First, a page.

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United States v. Richter

United States District Court, D. Montana, Missoula Division

June 5, 2017

UNITED STATES OF AMERICA, Plaintiff/Respondent,
v.
PAUL JOSEPH RICHTER, Defendant/Movant.

          ORDER DENYING § 2255 MOTION AND DENYING CERTIFICATE OF APPEALABILITY.

          Donald W. Molloy Judge

         This matter is before the Court on Defendant/Movant Richter's motion to vacate, set aside, or correct the sentence under 28 U.S.C. § 2255.

         I. Background

         Richter was convicted at bench trial of being a felon in possession of a firearm, a violation of 18 U.S.C. § 922(g)(1). On January 8, 2014, he was sentenced to serve 41 months in prison, to be followed by a three-year term of supervised release. Minutes (Docs. 31, 44); Judgment (Doc. 45) at 2-3.

         Following an unsuccessful appeal, Richter timely filed his § 2255 motion on December 16, 2015. 28 U.S.C. § 2255(f)(1); Gonzalez v. Thaler, __ U.S. __, 132 S.Ct. 641, 653-54 (2012). On April 15, 2016, some of his claims were denied for lack of merit. Others could not be decided on the record as it existed at that time. Richter's motion for counsel was granted, and counsel Palmer Hoovestal was appointed to represent him. See Orders (Docs. 61, 63).

         On May 20, 2016, Richter filed an amended motion alleging two claims of ineffective assistance of counsel. On September 28, 2016, he submitted a third claim under the rule announced in Johnson v. United States, U.S., 135 S.Ct. 2551 (2015).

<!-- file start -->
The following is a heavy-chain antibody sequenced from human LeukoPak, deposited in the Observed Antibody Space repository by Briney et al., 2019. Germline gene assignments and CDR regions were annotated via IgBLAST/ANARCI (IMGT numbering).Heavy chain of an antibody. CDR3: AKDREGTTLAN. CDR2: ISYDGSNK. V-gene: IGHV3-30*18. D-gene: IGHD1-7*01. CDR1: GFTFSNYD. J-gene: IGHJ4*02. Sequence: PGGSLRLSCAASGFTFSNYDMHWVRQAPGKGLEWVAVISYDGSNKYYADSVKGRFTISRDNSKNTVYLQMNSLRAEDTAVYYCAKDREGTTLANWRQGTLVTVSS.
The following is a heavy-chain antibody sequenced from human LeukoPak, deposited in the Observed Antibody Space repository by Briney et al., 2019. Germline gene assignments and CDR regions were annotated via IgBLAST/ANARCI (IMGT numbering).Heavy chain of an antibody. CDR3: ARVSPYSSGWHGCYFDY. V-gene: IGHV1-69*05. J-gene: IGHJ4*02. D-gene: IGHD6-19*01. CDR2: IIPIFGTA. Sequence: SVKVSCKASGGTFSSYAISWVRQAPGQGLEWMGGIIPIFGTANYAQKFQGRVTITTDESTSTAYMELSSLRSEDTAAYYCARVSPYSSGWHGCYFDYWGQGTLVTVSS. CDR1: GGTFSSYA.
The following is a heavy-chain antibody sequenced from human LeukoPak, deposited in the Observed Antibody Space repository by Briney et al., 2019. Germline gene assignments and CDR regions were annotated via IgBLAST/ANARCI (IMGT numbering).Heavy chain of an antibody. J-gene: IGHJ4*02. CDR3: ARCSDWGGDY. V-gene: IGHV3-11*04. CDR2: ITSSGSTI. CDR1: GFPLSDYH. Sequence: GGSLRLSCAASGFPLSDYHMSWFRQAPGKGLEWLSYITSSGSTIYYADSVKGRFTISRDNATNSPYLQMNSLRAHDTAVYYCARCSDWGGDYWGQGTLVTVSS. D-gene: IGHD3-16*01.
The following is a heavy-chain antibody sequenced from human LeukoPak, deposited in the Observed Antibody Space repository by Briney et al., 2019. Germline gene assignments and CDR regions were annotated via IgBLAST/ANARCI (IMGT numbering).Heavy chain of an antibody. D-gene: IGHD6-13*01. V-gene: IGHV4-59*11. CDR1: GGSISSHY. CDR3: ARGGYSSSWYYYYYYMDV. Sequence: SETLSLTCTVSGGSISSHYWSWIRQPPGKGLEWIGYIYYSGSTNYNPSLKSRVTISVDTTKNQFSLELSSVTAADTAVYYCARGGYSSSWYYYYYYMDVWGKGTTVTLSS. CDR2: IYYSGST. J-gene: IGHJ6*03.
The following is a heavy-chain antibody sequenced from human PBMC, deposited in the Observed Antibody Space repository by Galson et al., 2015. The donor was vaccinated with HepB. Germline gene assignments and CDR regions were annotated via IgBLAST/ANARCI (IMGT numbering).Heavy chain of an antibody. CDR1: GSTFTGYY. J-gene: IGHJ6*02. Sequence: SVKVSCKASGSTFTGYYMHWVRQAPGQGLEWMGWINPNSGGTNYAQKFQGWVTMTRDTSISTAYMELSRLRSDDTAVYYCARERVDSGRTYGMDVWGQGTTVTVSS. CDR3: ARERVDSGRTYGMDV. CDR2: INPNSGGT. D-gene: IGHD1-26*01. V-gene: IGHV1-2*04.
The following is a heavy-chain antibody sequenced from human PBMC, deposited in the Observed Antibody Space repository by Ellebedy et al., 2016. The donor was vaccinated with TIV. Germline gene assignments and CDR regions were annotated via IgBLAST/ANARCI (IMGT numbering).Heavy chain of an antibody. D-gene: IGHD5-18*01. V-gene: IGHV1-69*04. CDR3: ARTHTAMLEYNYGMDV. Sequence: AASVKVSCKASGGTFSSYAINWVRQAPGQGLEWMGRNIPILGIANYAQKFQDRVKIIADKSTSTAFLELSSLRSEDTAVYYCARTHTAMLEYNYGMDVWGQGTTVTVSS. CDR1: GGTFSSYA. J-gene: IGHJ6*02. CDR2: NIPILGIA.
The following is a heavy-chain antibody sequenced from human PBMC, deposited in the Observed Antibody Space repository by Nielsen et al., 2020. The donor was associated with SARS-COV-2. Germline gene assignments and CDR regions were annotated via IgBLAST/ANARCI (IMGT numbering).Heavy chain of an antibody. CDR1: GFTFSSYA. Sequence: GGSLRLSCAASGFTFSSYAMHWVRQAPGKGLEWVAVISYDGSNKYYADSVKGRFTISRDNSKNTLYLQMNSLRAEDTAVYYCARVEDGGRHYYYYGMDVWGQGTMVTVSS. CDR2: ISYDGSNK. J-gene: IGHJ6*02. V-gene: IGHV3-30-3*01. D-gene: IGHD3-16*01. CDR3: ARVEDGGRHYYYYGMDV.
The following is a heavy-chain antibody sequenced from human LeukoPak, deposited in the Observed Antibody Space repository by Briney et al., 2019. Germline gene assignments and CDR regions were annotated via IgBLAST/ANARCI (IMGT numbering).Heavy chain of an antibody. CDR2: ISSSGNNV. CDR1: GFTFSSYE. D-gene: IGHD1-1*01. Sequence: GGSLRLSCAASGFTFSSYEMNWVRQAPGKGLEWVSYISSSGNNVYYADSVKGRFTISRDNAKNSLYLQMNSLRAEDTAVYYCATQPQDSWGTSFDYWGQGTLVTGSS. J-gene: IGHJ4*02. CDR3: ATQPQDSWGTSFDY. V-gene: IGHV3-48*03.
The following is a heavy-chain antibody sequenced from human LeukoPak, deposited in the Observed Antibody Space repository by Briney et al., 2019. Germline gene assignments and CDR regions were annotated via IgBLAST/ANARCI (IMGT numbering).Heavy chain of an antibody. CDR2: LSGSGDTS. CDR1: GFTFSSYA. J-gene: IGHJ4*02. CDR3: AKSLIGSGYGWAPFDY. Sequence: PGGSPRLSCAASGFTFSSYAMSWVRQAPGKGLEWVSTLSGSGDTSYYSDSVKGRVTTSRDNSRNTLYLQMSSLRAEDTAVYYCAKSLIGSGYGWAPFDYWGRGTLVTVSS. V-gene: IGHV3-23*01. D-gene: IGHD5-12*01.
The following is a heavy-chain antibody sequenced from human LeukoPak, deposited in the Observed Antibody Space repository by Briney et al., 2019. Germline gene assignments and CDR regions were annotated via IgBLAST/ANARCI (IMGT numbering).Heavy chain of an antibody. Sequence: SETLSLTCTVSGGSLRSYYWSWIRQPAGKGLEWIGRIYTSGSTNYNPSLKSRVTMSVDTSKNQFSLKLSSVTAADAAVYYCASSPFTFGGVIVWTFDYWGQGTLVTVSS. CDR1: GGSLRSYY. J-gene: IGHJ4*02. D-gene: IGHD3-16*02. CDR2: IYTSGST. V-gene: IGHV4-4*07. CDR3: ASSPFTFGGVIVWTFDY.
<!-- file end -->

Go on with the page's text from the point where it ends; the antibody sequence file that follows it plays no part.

The United States has filed an answer on these three claims. In addition, the parties have deposed Richter's trial counsel, Michael Donahoe. The matter is ready for decision.

         II. Claims of Ineffective Assistance of Counsel

         Claims of ineffective assistance of counsel are governed by Strickland v. Washington, 466 U.S. 668 (1984). To prevail, Richter must show (1) that counsel's performance fell below an objective standard of reasonableness, id. at 687-88, and (2) that there is "a reasonable probability that, but for counsel's unprofessional errors, the result of the proceeding would have been different, " id. at 694. "[T]here is no reason ... to address both components of the inquiry if the defendant makes an insufficient showing on one." Id. at 697.

         A. Plea Negotiations

         First, Richter claims he considered pleading guilty and asked counsel to pursue a plea agreement, but counsel did not diligently negotiate with the United States and did not present all proposed plea agreements to him. See Second Am. § 2255 Mot. (Doc. 73-2) at 5.

         The United States introduced competent evidence negating Richter's claims. In deposition, trial counsel testified that "this was definitely ... a case that Mr. Richter wanted tried." Donahoe Dep. (Doc. 87) at 13:16-18. Richter was not interested in pleading guilty. As a result, discussions between Richter and counsel did not go into detail with respect to advantages or specific guideline applications of pleading guilty. They focused instead on the United States' case against Richter. See, e.g., 11:11-20, 13:13-20, 17:514, 21:13-16, 23:15-24:20.

         Donahoe also testified that he relayed the proposed plea agreement to Richter when he received it. Donahoe Dep. at 14:23-15:10.

         There is no competent evidence before the Court that Richter would have considered pleading guilty. There is no evidence that counsel received more than one proposed plea agreement or ...


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